Born in Georgia, Jean C. Keating finished her undergraduate degree five
months after her twentieth birthday and moved to Virginia to join a budding
federal agency called the National Aeronautics and Space Administration
[NASA] as one of its first female aeronautical engineers. In time she coauthored
numerous NASA technical reports, incomprehensible to the untutored reader,
but representing substantial work, including the determination of four
star positions to greater accuracies than previously known. She received
the NASA Special Service Award for her contributions. She combined professional
efforts with community service, serving two terms as President of the Hampton
Junior Woman's Club, one term as President of the Junior Council of Presidents,
and four years as State Leadership Development Chairman for the Virginia
Federation of Women's Clubs. In 1970 her professional and civic efforts
led to her being chosen as Virginia's Outstanding Young Woman of the year,
as one of the 10 most outstanding young women in the United States, and
resulted in a presidential letter of commendation.
She left NASA determined to enjoy a new home in Williamsburg, only to discover
the need for more challenges once the home was decorated. She joined the
staff of the College of William and Mary as its first Director of Special
Programs and then Assistant Director of Institutional Research. In 1978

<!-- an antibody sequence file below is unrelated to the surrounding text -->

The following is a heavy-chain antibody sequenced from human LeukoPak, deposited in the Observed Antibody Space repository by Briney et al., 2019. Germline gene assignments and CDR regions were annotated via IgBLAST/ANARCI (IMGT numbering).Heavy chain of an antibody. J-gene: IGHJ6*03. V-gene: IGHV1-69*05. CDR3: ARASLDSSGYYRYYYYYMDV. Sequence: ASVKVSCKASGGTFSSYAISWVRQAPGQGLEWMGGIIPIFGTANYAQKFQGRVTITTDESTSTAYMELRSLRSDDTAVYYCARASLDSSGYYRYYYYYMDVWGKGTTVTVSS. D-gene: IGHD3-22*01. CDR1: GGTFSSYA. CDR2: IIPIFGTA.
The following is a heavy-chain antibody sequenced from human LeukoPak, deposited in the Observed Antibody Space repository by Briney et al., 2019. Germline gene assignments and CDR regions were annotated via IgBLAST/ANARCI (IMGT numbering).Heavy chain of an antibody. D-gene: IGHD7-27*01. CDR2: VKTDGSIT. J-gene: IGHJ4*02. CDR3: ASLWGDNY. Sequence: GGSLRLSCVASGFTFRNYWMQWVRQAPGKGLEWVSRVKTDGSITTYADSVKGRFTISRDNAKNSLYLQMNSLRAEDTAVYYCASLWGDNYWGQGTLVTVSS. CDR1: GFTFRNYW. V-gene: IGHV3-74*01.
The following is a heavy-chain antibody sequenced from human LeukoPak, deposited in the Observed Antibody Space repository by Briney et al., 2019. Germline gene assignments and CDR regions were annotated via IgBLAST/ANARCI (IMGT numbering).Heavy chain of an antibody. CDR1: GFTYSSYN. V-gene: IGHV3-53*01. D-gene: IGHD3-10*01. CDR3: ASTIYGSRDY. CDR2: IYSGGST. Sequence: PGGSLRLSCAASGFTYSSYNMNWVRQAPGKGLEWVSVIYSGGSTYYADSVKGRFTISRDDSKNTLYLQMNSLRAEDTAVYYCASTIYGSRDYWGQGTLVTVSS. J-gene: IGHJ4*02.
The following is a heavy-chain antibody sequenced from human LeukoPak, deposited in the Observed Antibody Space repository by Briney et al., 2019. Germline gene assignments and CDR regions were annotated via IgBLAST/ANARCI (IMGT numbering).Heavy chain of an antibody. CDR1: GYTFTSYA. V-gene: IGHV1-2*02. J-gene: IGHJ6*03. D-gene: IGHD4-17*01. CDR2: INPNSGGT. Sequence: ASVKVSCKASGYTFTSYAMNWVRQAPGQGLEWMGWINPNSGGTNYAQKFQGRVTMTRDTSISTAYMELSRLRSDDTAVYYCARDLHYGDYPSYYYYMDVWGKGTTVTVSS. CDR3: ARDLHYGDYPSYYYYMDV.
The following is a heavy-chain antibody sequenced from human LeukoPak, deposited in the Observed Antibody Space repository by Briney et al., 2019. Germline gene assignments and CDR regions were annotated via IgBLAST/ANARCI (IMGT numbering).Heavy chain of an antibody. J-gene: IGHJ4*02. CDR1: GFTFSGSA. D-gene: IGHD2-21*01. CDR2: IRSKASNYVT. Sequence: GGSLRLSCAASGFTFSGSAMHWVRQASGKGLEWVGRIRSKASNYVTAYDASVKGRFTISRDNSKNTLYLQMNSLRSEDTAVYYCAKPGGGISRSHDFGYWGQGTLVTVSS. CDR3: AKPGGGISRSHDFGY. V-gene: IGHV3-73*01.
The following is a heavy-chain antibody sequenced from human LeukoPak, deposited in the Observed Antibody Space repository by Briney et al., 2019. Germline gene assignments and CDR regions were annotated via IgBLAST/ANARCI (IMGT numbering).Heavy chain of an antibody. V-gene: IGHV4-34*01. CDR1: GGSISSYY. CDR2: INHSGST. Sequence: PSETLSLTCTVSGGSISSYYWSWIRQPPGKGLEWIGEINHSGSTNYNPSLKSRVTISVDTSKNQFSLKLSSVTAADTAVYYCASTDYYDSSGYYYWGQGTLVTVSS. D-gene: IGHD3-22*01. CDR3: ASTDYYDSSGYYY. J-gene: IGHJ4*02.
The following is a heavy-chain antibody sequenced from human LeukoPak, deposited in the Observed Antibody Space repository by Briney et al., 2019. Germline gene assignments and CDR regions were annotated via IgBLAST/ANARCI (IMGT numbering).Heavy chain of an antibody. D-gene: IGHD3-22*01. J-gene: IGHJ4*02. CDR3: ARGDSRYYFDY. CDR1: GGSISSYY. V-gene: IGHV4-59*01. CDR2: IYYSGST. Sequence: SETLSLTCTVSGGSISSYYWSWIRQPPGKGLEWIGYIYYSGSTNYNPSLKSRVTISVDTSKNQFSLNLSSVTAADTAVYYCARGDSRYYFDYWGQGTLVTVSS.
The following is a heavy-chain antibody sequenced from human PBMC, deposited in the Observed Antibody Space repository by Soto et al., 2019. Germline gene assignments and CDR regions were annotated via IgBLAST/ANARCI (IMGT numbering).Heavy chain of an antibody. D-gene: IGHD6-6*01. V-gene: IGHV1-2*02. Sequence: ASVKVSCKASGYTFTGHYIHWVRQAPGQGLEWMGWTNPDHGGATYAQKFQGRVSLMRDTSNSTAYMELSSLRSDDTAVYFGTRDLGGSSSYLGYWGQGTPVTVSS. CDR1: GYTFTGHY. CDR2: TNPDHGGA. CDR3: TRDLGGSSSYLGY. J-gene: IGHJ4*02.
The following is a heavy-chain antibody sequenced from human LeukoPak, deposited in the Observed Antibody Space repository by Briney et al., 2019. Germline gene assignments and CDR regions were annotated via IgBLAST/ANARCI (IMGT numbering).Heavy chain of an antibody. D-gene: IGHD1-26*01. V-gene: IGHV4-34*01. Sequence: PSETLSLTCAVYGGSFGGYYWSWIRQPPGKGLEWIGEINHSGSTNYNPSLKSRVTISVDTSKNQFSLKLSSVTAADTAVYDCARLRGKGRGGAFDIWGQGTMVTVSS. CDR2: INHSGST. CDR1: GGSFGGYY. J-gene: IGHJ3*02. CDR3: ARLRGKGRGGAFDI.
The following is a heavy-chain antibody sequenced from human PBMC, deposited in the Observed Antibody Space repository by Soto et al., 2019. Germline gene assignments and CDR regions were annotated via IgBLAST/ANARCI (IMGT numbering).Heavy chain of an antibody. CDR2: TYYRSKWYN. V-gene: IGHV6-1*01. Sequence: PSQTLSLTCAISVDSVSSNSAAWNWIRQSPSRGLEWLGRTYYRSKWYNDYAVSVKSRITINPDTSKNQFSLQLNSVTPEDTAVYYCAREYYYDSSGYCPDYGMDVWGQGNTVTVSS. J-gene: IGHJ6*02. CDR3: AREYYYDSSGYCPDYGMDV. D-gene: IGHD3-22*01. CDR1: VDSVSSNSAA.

she accepted a position with the State Council of Higher Education [SCHEV]
in Richmond as Research Coordinator, collecting, analyzing and reporting
on the operations of the 87 institutions of higher education in Virginia
In 1982 she began raising and showing a tiny breed of dog called a Papillon.
Today she shares her life with 14 Papillons ranging in age from four months
to 16 years. Along the way, two kittens abandoned during Hurricane Hugo
joined the family.
In 35 years of government service, she completed her graduate work and
authored more than 50 scientific and data management reports and studies.
She retired in June of 1998 and turned her attention to fulfilling another
dream, writing and publishing fiction. She formed her own publishing company,
drawing its name, Astra, from the kennel prefix under which she has bred
and shown Papillons for 21 years. Her first published novel, Amorous Accident,
was named for her first, home bred champion.
Today she combines work on her third book with service as President of
the Chesapeake Bay Writers Club, and writes a monthly column entitled Rescue
Corner for the national magazine of the Papillon Club of America. She writes
a monthly column for Chesapeake Style which appears under Animal Antics.